Does the United States-Mexico-Canada Agreement harbinger a new global trade order?

18 October 2018


After 12 months of negotiations, the US, Mexico and Canada have finally signed a new deal to replace the 25-year-old North America Free Trade Agreement (NAFTA) and many feel that it has significant implications.

US president, Donald Trump, who has long claimed that many overseas trade deals are unfair to the US, says the new deal, the United States-Mexico-Canada Agreement (USMCA), was necessary to provide fairer arrangements for American enterprises and workers as part of his Make America Great Again campaign.

The USMCA, which will still have to be ratified by the US Congress before coming into force from 2020, marks a significant milestone for the Trump administration as it is expected to become a template for all US future trade negotiations.

USMCA modifies core elements of NAFTA, which covered annual trade of $1.3tr, by placing new obligations in commercial sectors, such as cars and steel, and on regulations including rules of origin, intellectual property rights, labour rights, environmental policies, state-owned enterprises, exchange rate management and e-commerce.

USMCA is the first re-negotiated trade agreement of the Trump administration and one that aims to secure wider American interests by including provisions beyond trade, which are expected to exert pressure on other countries making new trade deals, particularly China.

As a likely template for all future US trade agreements, including with Asia and the Pacific, USMCA confirms the Trump administration’s aim to rebalance US trade relations with major partners by addressing new and emerging issues including digital trade, investments, environmental concerns and alleged unfair trade practices.

Some commentators also believe that the US may use USMCA as a format for multilateral trade negotiations at the World Trade Organisation (WTO) particularly in areas such as e-commerce, intellectual property rights, subsidies and dispute resolution, which Trump has said are unsatisfactory and need reforming.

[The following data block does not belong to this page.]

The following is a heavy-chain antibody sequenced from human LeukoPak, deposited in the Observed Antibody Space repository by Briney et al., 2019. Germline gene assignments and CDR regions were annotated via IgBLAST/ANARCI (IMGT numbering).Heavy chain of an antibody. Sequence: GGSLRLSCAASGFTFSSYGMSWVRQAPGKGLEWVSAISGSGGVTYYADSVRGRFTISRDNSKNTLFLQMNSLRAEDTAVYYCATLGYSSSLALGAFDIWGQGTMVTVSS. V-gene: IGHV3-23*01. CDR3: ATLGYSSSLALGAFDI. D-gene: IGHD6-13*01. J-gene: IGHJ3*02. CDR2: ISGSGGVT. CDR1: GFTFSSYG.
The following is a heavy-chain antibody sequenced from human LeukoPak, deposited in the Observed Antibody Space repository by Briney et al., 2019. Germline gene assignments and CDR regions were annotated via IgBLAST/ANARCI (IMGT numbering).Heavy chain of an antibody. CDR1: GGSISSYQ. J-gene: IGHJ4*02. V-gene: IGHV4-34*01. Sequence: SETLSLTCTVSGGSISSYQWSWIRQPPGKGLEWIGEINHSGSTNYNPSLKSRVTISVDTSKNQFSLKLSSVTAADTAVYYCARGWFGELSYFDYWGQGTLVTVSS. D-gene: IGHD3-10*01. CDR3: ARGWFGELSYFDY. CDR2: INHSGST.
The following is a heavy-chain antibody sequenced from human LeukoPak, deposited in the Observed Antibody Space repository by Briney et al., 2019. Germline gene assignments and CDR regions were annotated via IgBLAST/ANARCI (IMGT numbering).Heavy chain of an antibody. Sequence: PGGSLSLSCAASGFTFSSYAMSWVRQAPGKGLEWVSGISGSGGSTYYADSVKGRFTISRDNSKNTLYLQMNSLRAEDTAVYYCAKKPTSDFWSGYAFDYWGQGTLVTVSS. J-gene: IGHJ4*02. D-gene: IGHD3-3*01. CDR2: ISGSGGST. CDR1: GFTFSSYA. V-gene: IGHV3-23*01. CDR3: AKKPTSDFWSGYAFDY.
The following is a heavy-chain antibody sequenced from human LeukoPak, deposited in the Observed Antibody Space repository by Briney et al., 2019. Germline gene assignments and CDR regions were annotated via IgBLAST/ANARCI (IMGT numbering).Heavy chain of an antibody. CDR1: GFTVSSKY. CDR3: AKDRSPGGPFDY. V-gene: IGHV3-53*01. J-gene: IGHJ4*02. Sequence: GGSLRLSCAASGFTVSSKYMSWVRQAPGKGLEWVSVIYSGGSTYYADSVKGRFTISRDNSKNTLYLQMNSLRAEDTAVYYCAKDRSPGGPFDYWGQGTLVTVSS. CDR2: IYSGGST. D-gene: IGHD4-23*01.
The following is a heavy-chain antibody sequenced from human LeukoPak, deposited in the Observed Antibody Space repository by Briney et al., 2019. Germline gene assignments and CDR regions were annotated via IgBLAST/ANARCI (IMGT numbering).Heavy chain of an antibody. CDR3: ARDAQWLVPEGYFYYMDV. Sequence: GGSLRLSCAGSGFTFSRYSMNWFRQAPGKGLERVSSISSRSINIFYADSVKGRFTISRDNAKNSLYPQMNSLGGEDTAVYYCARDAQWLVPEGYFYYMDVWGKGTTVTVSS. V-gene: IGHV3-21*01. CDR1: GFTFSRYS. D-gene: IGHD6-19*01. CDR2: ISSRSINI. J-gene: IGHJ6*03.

Some trade commentators also believe that the USMCA’s stringent local content requirements will have far reaching consequences for global supply chains, particularly with regard to steel and aluminium, which may effect supplies from many Asian countries, including India,  which are linked to vehicle supply chains led by North American companies.

The USMCA also stipulates new minimum wage regulations, which it could extend to countries outside its free trade agreements, such as India, and which may have serious effects on their industries and wider economies.

USMCA demonstrates that US trade policy under Trump has shifted from multilateralism to bilateralism, as it believes that it can use its commercial clout to shape trade agreements to align with its own long-term economic interests.

There are clear indications that it will use this tougher approach to create trade deals which support its domestic economic goals. How well this work alongside its wider strategic objectives, particularly in the Indo-Pacific region, remains to be seen.

As a result it will be crucial for countries like India, with which Trump has said he would like to create a trade deal, to carefully study the structure and implications of the USMCA, and other bilateral trade agreements that the US is expected to initiate soon, as part of their preparations.


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